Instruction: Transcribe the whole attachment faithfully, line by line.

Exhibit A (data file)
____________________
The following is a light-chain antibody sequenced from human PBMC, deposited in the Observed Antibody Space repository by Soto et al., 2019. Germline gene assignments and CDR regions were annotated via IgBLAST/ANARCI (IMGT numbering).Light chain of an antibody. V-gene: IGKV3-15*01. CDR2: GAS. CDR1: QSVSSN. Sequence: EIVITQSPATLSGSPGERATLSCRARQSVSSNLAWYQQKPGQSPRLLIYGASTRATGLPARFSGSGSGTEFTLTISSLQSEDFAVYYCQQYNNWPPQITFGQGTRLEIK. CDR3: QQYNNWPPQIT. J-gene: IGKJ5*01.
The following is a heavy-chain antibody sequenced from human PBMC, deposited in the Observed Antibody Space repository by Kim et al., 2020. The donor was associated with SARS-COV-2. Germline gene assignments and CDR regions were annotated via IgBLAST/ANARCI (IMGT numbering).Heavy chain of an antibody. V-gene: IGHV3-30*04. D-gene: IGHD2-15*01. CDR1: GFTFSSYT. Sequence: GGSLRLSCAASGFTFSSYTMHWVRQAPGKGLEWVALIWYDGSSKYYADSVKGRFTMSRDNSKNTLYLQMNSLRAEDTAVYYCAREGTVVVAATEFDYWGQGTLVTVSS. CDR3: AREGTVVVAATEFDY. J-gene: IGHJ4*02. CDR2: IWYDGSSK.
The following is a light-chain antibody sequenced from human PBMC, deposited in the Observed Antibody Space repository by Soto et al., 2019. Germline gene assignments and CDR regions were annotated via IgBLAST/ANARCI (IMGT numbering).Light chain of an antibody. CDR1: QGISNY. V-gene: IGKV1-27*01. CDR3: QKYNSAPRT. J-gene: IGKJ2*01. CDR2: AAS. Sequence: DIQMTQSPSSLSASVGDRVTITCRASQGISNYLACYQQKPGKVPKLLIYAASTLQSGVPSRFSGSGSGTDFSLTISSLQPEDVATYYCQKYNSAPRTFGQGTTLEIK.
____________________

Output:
The following is a light-chain antibody sequenced from human PBMC, deposited in the Observed Antibody Space repository by Soto et al., 2019. Germline gene assignments and CDR regions were annotated via IgBLAST/ANARCI (IMGT numbering).Light chain of an antibody. V-gene: IGKV3-15*01. CDR2: GAS. CDR1: QSVSSN. Sequence: EIVITQSPATLSGSPGERATLSCRARQSVSSNLAWYQQKPGQSPRLLIYGASTRATGLPARFSGSGSGTEFTLTISSLQSEDFAVYYCQQYNNWPPQITFGQGTRLEIK. CDR3: QQYNNWPPQIT. J-gene: IGKJ5*01.
The following is a heavy-chain antibody sequenced from human PBMC, deposited in the Observed Antibody Space repository by Kim et al., 2020. The donor was associated with SARS-COV-2. Germline gene assignments and CDR regions were annotated via IgBLAST/ANARCI (IMGT numbering).Heavy chain of an antibody. V-gene: IGHV3-30*04. D-gene: IGHD2-15*01. CDR1: GFTFSSYT. Sequence: GGSLRLSCAASGFTFSSYTMHWVRQAPGKGLEWVALIWYDGSSKYYADSVKGRFTMSRDNSKNTLYLQMNSLRAEDTAVYYCAREGTVVVAATEFDYWGQGTLVTVSS. CDR3: AREGTVVVAATEFDY. J-gene: IGHJ4*02. CDR2: IWYDGSSK.
The following is a light-chain antibody sequenced from human PBMC, deposited in the Observed Antibody Space repository by Soto et al., 2019. Germline gene assignments and CDR regions were annotated via IgBLAST/ANARCI (IMGT numbering).Light chain of an antibody. CDR1: QGISNY. V-gene: IGKV1-27*01. CDR3: QKYNSAPRT. J-gene: IGKJ2*01. CDR2: AAS. Sequence: DIQMTQSPSSLSASVGDRVTITCRASQGISNYLACYQQKPGKVPKLLIYAASTLQSGVPSRFSGSGSGTDFSLTISSLQPEDVATYYCQKYNSAPRTFGQGTTLEIK.